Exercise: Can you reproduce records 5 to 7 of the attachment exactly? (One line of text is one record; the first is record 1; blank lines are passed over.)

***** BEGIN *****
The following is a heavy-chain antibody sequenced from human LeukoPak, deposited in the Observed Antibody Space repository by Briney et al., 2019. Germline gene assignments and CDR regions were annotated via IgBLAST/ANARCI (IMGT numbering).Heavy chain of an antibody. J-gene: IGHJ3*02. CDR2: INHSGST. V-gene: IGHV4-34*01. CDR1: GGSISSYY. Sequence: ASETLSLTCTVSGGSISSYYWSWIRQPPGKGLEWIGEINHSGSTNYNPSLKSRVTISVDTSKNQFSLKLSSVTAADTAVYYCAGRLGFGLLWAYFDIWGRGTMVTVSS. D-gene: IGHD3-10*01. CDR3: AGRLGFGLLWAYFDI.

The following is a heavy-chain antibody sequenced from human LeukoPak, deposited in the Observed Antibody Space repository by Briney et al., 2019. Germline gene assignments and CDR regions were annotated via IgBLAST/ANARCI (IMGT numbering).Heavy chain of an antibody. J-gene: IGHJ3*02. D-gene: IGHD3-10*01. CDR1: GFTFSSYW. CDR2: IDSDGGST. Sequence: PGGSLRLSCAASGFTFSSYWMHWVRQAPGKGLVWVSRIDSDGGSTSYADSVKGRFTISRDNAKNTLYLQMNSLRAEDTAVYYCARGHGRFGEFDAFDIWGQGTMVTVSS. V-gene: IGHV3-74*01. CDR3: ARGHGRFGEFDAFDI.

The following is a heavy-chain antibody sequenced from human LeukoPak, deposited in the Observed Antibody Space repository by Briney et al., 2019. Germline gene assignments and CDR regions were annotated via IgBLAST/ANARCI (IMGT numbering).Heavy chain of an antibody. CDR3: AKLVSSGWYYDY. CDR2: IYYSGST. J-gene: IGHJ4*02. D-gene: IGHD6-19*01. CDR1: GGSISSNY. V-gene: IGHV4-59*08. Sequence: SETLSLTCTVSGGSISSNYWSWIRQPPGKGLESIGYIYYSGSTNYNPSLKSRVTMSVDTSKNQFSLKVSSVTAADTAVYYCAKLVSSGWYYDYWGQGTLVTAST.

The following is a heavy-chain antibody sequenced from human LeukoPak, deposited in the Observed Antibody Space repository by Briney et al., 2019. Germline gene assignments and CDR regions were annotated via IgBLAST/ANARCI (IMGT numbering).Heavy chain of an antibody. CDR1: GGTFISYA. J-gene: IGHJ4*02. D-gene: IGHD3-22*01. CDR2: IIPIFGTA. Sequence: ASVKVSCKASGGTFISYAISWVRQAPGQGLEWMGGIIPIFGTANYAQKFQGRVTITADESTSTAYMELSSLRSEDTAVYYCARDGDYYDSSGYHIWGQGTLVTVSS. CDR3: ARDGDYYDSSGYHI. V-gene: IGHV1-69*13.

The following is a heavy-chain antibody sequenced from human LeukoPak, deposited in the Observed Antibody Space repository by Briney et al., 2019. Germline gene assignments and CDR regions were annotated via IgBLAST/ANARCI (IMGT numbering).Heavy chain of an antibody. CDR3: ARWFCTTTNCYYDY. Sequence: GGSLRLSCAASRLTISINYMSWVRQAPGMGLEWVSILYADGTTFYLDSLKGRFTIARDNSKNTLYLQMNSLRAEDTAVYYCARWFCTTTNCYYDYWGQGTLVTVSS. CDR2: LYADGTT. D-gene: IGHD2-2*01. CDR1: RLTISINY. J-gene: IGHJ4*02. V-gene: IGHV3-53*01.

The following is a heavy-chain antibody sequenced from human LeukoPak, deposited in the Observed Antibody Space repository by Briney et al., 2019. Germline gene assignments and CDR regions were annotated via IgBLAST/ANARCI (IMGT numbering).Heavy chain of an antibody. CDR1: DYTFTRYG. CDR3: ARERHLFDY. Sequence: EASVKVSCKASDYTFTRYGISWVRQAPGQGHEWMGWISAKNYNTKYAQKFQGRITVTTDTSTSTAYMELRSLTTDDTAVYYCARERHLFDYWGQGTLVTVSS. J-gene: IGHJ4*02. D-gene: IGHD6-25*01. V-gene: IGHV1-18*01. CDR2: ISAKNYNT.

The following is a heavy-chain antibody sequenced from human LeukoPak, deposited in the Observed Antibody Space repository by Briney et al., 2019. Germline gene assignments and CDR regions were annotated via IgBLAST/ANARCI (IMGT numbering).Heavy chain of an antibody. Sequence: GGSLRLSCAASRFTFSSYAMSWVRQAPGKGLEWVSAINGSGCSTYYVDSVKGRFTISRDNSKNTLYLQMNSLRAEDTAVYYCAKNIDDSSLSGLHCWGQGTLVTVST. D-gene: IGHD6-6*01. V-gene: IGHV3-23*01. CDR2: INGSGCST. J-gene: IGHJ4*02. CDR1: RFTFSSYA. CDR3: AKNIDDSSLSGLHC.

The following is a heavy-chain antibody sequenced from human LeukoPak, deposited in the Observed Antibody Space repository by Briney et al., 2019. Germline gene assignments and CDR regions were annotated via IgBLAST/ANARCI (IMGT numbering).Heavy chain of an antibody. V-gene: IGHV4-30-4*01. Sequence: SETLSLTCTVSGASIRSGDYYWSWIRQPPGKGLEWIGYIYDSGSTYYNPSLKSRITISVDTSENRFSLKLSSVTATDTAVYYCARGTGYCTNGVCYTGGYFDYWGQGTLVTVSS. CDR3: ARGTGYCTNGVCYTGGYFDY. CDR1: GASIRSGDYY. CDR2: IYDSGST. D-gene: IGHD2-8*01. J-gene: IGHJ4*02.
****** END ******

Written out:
The following is a heavy-chain antibody sequenced from human LeukoPak, deposited in the Observed Antibody Space repository by Briney et al., 2019. Germline gene assignments and CDR regions were annotated via IgBLAST/ANARCI (IMGT numbering).Heavy chain of an antibody. CDR3: ARWFCTTTNCYYDY. Sequence: GGSLRLSCAASRLTISINYMSWVRQAPGMGLEWVSILYADGTTFYLDSLKGRFTIARDNSKNTLYLQMNSLRAEDTAVYYCARWFCTTTNCYYDYWGQGTLVTVSS. CDR2: LYADGTT. D-gene: IGHD2-2*01. CDR1: RLTISINY. J-gene: IGHJ4*02. V-gene: IGHV3-53*01.

The following is a heavy-chain antibody sequenced from human LeukoPak, deposited in the Observed Antibody Space repository by Briney et al., 2019. Germline gene assignments and CDR regions were annotated via IgBLAST/ANARCI (IMGT numbering).Heavy chain of an antibody. CDR1: DYTFTRYG. CDR3: ARERHLFDY. Sequence: EASVKVSCKASDYTFTRYGISWVRQAPGQGHEWMGWISAKNYNTKYAQKFQGRITVTTDTSTSTAYMELRSLTTDDTAVYYCARERHLFDYWGQGTLVTVSS. J-gene: IGHJ4*02. D-gene: IGHD6-25*01. V-gene: IGHV1-18*01. CDR2: ISAKNYNT.

The following is a heavy-chain antibody sequenced from human LeukoPak, deposited in the Observed Antibody Space repository by Briney et al., 2019. Germline gene assignments and CDR regions were annotated via IgBLAST/ANARCI (IMGT numbering).Heavy chain of an antibody. Sequence: GGSLRLSCAASRFTFSSYAMSWVRQAPGKGLEWVSAINGSGCSTYYVDSVKGRFTISRDNSKNTLYLQMNSLRAEDTAVYYCAKNIDDSSLSGLHCWGQGTLVTVST. D-gene: IGHD6-6*01. V-gene: IGHV3-23*01. CDR2: INGSGCST. J-gene: IGHJ4*02. CDR1: RFTFSSYA. CDR3: AKNIDDSSLSGLHC.